For any organization-wide change, focusing on the shift itself—the new technology, the updated processes, or whatever it might be—is all too easy (and common). But here’s another truth about every such change: It depends on the people who will use it. Taken together, those two truths mean a lot of frustration when the critical link between them is overlooked.
Whenever humans are expected to adapt to technology just because it’s there, outcomes leave a lot to be desired. Because who among us greets change with an enthusiastic “bring it!”? A very slim minority, at best. And even those stalwart souls can’t be expected to automatically understand and adapt to change.
Moving from status quo to full integration gets a lot easier with tried-and-true organizational change management practices, tailored to the situation and especially the people within it. For Denver Public Schools, organizational change management practices helped smooth a districtwide, in-progress transition that had run into resistance.
First step: A readiness assessment
Serving more than 90,000 students in the metropolitan area with 207 early childhood education through high school facilities, Denver Public Schools (DPS) was ready to shift to Google Workspace. After experiencing some user adoption hiccups and about a year into the transformation, DPS brought in Resultant to help manage the change through the following objectives:
Our approach started with a readiness assessment that identified where employees stood to define our way forward. We tailored ProSci methodologies with our own change management methodologies to build a plan that addressed what we’d learned. An essential part of that plan was to draw on the skills of tech-savvy users within the district to help the transition forward.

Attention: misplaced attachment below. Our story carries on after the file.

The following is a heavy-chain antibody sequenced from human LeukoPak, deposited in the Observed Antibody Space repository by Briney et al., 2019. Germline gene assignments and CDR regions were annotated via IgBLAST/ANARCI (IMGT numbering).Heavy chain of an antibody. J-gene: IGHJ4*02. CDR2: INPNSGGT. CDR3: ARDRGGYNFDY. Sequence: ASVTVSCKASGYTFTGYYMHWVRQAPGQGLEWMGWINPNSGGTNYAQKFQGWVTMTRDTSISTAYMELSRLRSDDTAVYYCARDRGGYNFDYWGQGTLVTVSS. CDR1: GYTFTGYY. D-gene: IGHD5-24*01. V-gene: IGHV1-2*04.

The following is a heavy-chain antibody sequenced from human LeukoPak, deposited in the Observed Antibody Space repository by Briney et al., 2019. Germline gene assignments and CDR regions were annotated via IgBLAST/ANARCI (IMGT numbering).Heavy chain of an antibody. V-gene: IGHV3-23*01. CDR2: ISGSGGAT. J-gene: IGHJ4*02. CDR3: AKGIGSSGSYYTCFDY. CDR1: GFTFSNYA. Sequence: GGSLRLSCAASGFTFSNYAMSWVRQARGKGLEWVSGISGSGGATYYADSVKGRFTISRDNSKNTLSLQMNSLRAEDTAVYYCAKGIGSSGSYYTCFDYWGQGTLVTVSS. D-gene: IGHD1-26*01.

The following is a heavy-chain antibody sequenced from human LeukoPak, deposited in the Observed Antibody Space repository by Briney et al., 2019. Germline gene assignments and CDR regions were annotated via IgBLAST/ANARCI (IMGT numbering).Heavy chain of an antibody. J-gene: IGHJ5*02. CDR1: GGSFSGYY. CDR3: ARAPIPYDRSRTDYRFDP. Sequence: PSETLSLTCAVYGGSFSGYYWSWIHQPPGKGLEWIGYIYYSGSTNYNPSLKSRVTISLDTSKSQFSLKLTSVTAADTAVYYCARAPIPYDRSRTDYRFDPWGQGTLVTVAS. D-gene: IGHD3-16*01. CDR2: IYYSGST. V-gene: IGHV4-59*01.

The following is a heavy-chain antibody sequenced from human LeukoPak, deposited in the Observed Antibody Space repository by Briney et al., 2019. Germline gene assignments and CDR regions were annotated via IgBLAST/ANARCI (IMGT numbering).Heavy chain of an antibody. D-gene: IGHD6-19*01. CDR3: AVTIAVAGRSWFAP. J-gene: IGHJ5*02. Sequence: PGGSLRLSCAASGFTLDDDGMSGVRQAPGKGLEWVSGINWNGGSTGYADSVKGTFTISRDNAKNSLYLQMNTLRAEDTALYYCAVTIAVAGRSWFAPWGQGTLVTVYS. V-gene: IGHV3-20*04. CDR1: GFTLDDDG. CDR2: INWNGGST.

Ensuring thorough, timely communication
A big part of facilitating change is communicating throughout that change. We worked with DPS to build a detailed communication plan that created feedback loops, offered risk and resistance mitigation strategies, and included reinforcement plans. The organization had a strong weekly newsletter in place, and we leaned on that for updates. But transition messaging was limited to 200 characters—enough for bare-minimum updates.
We worked with DPS to build an internal website to support the transformation. That way, the newsletter could link out to the full communications employees would need. The internal site also gave us room to get creative: Our team provided videos, training modules, and a chat function so that users got thorough, timely information, and we could adjust the offerings according to the questions and feedback that came through the chat.
Taking the final strides toward implementation
Working to ensure thousands of employees successfully integrated Gmail and Calendar meant meeting each user where they were. Rollout started with especially tech-savvy users first so that those users would be able to support their peers.
DPS contracted with our team for three days of heavy go-live support when Gmail and Calendar tools were implemented for the rest of the organization. Because we’d worked hard to provide comprehensive training materials and support along the way, questions turned out to be minimal. DPS had achieved a smooth transition.
Read more about Denver Public School’s move to Google Workspace in our full client story.